Montaigne thought that if "we make ourselves at home with the thought of death....we bestow coherence upon what is otherwise ‘but patchwork and motley’"4. The Baha’i writings have a great deal to say about death and what they say is, on the whole, very encouraging. I have found myself, as the years of my middle age have gone on, quite attracted to the notion of death. It exercises no tyranny over me, but rather it invites me into what has been called ‘the undiscovered country’ where days of blissful joy are "assuredly in store for me. For Baha’u’llah transmuted His tribulations into instruments of redemption, as the Universal House of Justice expressed one of the essential functions of this latest manifestation of God.5 It is here in this passing of the soul, this world eternal, that my full identity is to be found. It is here that the goal of my life finds its apotheosis.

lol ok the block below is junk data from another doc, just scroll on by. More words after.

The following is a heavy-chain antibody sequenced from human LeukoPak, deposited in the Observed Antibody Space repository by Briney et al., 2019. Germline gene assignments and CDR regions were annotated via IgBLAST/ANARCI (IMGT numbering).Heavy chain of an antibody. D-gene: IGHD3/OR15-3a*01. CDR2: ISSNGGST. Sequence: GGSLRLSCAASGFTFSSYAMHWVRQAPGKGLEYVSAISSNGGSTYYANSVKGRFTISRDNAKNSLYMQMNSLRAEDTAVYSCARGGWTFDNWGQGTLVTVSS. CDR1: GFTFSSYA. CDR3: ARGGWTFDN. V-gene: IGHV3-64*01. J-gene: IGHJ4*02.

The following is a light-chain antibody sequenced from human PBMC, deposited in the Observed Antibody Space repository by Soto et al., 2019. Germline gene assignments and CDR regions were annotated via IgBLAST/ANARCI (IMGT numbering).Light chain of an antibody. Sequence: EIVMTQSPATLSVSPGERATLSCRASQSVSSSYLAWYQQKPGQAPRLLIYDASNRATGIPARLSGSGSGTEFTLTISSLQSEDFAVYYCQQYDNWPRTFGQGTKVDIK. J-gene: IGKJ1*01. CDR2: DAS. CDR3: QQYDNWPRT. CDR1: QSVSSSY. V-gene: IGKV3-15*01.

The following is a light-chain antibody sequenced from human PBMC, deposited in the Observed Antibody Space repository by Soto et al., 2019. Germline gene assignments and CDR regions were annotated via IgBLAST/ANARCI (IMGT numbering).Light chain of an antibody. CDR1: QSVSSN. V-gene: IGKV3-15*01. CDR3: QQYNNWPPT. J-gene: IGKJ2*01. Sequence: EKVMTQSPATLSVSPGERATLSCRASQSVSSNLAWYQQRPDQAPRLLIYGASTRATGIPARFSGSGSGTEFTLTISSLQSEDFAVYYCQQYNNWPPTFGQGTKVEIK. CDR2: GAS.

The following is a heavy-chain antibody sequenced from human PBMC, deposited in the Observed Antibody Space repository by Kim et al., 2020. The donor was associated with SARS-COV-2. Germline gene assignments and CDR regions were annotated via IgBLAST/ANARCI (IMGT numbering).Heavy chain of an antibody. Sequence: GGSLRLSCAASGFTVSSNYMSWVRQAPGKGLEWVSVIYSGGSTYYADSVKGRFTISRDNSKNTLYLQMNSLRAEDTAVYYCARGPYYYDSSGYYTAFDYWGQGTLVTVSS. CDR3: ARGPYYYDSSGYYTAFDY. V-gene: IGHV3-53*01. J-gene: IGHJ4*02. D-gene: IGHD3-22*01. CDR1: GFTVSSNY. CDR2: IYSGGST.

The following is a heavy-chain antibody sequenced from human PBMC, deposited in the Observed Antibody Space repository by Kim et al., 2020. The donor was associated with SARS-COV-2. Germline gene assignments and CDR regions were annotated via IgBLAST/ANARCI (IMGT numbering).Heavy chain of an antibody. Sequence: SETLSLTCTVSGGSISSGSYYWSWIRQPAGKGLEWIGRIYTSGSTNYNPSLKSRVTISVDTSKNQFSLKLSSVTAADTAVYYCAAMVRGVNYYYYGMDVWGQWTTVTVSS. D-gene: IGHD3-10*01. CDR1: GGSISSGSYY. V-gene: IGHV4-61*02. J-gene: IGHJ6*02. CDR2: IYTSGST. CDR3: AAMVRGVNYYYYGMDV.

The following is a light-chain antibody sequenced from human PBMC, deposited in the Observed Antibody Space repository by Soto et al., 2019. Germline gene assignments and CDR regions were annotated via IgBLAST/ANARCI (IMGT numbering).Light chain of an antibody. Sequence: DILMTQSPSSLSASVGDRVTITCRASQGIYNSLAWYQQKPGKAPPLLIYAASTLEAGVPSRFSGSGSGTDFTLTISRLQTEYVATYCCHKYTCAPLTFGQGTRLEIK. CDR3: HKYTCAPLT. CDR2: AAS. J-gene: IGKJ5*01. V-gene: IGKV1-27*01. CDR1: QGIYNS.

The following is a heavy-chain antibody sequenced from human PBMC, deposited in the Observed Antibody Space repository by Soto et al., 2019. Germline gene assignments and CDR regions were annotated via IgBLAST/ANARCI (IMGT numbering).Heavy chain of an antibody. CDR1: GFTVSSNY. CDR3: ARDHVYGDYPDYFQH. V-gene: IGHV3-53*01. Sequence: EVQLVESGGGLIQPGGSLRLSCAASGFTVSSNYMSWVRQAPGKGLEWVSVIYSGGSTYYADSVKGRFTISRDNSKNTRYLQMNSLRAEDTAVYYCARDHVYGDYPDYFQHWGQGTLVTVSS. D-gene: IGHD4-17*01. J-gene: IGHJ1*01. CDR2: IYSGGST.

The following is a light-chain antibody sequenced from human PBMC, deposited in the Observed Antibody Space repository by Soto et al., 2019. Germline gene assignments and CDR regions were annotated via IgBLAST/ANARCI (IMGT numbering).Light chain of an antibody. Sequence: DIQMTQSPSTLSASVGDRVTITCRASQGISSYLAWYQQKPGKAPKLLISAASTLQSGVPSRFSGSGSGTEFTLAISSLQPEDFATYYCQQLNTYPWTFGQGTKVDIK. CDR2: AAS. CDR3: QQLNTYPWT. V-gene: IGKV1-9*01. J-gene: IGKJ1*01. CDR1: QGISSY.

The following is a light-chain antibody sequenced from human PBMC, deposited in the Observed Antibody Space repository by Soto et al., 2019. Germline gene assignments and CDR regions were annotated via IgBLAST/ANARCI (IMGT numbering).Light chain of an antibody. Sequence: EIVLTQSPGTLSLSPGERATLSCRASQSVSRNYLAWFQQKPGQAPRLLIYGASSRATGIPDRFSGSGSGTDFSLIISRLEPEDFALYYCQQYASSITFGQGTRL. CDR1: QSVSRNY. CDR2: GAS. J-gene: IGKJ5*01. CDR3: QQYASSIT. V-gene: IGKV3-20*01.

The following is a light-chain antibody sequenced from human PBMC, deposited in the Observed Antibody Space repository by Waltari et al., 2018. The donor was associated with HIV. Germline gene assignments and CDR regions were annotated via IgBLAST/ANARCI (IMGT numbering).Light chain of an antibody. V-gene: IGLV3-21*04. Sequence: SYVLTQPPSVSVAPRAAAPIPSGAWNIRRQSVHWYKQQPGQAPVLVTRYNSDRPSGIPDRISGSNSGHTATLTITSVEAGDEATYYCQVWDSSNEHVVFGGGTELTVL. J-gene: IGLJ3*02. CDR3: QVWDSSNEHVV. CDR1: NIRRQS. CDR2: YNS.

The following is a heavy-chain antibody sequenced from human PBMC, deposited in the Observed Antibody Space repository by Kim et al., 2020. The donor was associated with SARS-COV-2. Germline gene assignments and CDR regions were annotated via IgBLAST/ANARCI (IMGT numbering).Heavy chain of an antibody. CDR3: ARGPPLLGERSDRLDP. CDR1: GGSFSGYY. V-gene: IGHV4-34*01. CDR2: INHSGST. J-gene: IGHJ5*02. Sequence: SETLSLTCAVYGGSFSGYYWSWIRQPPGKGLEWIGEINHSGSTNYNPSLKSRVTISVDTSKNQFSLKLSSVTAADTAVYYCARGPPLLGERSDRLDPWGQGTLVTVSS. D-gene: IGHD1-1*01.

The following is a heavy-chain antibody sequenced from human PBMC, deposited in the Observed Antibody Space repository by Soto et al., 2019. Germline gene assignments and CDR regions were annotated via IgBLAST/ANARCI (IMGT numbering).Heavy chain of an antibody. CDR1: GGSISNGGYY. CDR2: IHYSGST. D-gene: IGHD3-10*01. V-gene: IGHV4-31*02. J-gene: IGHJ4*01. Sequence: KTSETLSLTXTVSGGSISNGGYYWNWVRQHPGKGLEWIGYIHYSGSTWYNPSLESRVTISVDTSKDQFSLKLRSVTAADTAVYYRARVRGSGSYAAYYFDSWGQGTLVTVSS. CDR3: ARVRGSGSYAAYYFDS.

Life here offers only change, a discontinuous series of instants, which I tell of in my poetry as honestly and accurately as possible. Stability and permanence are not part of this earthly heritage. Life seems so quintessentially flighty and erratic that it is impossible to know yourself or to be known. The Baha’i Writings give me a framework for at least a partial knowing. As I attempt to record my life in poetry and other genres, my inner land oscillates between presence and absense. Life seems at best reverie, dream, fantasy, illusion where one lives in silent loyalty to oneself; and at worst a living according to the needs and wants of others and the appearances required by circumstance. The wise man seems to know how to be alone in a crowd and surrounded by company in solitude. This polarity, this dichotomy between private and public, is one which, if we deal with it effectively, brings us much inner peace. Facing the universe and the mystery of God human beings know how to face society and themselves through the guiding hand of what Baha’is call the Covenant. This is what I try to convey in my poetry.